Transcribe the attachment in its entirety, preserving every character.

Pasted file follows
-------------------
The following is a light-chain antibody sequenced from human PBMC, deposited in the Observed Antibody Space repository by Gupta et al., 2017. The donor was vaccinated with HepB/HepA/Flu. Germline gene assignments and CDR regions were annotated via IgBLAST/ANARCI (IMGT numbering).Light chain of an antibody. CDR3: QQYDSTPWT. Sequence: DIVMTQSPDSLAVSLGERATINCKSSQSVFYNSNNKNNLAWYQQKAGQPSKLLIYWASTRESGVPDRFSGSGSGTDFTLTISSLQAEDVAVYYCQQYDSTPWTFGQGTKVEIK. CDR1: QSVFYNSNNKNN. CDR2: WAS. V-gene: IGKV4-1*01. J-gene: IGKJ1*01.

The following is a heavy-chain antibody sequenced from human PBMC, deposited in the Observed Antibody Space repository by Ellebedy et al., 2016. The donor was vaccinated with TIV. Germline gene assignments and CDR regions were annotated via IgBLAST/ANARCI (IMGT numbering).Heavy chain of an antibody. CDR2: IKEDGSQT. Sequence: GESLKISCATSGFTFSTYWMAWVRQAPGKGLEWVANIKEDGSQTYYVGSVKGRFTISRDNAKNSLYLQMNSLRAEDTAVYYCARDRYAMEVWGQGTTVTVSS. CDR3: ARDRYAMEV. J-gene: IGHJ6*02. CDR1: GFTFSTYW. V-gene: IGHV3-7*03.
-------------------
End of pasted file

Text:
The following is a light-chain antibody sequenced from human PBMC, deposited in the Observed Antibody Space repository by Gupta et al., 2017. The donor was vaccinated with HepB/HepA/Flu. Germline gene assignments and CDR regions were annotated via IgBLAST/ANARCI (IMGT numbering).Light chain of an antibody. CDR3: QQYDSTPWT. Sequence: DIVMTQSPDSLAVSLGERATINCKSSQSVFYNSNNKNNLAWYQQKAGQPSKLLIYWASTRESGVPDRFSGSGSGTDFTLTISSLQAEDVAVYYCQQYDSTPWTFGQGTKVEIK. CDR1: QSVFYNSNNKNN. CDR2: WAS. V-gene: IGKV4-1*01. J-gene: IGKJ1*01.

The following is a heavy-chain antibody sequenced from human PBMC, deposited in the Observed Antibody Space repository by Ellebedy et al., 2016. The donor was vaccinated with TIV. Germline gene assignments and CDR regions were annotated via IgBLAST/ANARCI (IMGT numbering).Heavy chain of an antibody. CDR2: IKEDGSQT. Sequence: GESLKISCATSGFTFSTYWMAWVRQAPGKGLEWVANIKEDGSQTYYVGSVKGRFTISRDNAKNSLYLQMNSLRAEDTAVYYCARDRYAMEVWGQGTTVTVSS. CDR3: ARDRYAMEV. J-gene: IGHJ6*02. CDR1: GFTFSTYW. V-gene: IGHV3-7*03.